A diet of predominately cooked food destroys most of the valuable live enzymes, vitamins and usable protein. As much as 85% of the original nutrients may be lost in the cooking process. When we consider the problems of over-population, starvation and the wasteful use of water needed to produce meat, it becomes obvious that cooked foods, especially meat consumption, is a wasteful and inefficient use of valuable resources. Changing to a predominately raw-food, plant-based diet would significantly reduce much of the suffering of humanity and the destruction of our magnificent planet.
The older we get, the more severe is our craving for cooked food. A diet of primarily cooked, dead food reduces the bodys’enzyme supply by 30-50%. Even though ones’diet may be considered nutritious, it will not be digested properly without a sufficient concentration of enzymes in the body. Eating sprouted grains, grasses and seeds will significantly rebuild the enzyme level in human cells.
One must begin a gradual transition from a diet of meat, processed foods, sugar, white flour, dairy products, carbonated drinks, inorganic salt, snack foods, canned and processed foods, strong condiments, coffee, ice cream, alcohol and cigarettes, to a total living food diet of vegetables, fruits, sprouted grains, grasses and seeds.
reducing the size of meals and learn about proper food combining for better
digestion. Eliminate, or reduce
meat consumption to fewer days a week and replace it with sprouts, cooked oats
or millet, whole grains and more vegetables.
Move toward regular fasting by skipping breakfast maybe 1-2 times a week.
After a few weeks of improved diet you can fast for 24 hours once or
twice a month. Fast on lemon water or fruit.
The more you eliminate the bad foods and increase the live foods, the
easier it is to develop the habit of natural nutrition.
Avoid pesticides and herbicide poisons by growing your own garden or purchasing food locally from someone who farms organically, if at all possible. More and more health food and grocery stores are offering organic produce. Take advantage of it! Certain weeds from an unsprayed area are very valuable nutritionally. Purslane, lambs quarters, dandelion greens, thistle, chickweed, violet and red clover can usually be found growing in unmowed areas.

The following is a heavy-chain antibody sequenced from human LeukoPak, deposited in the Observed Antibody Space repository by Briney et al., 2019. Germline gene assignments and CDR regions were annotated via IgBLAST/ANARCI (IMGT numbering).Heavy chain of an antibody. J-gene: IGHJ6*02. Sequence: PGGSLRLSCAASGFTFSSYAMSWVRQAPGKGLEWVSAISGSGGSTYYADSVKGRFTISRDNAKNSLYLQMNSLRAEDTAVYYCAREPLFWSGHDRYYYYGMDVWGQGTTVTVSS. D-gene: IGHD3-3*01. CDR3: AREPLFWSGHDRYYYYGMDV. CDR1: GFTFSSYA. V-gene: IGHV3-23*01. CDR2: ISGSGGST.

It is wise to purchase food in bulk. Seeds, grains, dried legumes, olive oil and dried fruit (fig, plum, pineapple, raisins) store well in poly buckets with lids. Should you ever experience natural disasters such as hurricanes, tornadoes, blizzards, or social or economic upheaval, you would have the advantage of always being prepared. Also purchasing food in bulk saves transportation costs and cuts down on the need for large refrigerators. We have gone for months at a time without the need of a refrigerator. And when we do use one in the summer, it is a small, under-the-cabinet type. This, too, minimizes our expenses, saves space and helps save the earth’s resources.
Fruit is very valuable during a transition diet. Purchase fruit only in season and try to limit it to locally grown, if possible. Fruit is best when tree ripened. Fruit and sprouts are cleansing foods, high in pre-digested enzymes and are very gentle on the body’s digestive processes. The composition of most sprouts is almost identical to fruit.
Learn to use
only cold-pressed oils, produced from organically grown produce.
Use Celtic salt or granulated kelp and season with freshly grown herbs.
(A small herb garden is very easy to grow and doesn’t require a lot of
maintenance.) Good foods for a transition diet are the sprouted grasses, seeds
and grains, fruit, steamed (non-starchy) vegetables, yard eggs and cooked whole
grains such as brown basmati rice, millet or sourdough whole wheat or spelt
breads. This is a very balanced
diet and contains all the nutrition the body needs to stay healthy, vibrant and
One should advance on a transitional diet at a natural pace that feels comfortable. The ideal live food, raw diet can be helpful in maintaining health and longevity. It can be very therapeutic and cleansing, ridding the body of accumulated waste materials which lead to ill-health and disease, so be sure to go slow and easy. A lifetime of poorly chosen, cooked foods is a habit that takes time to change.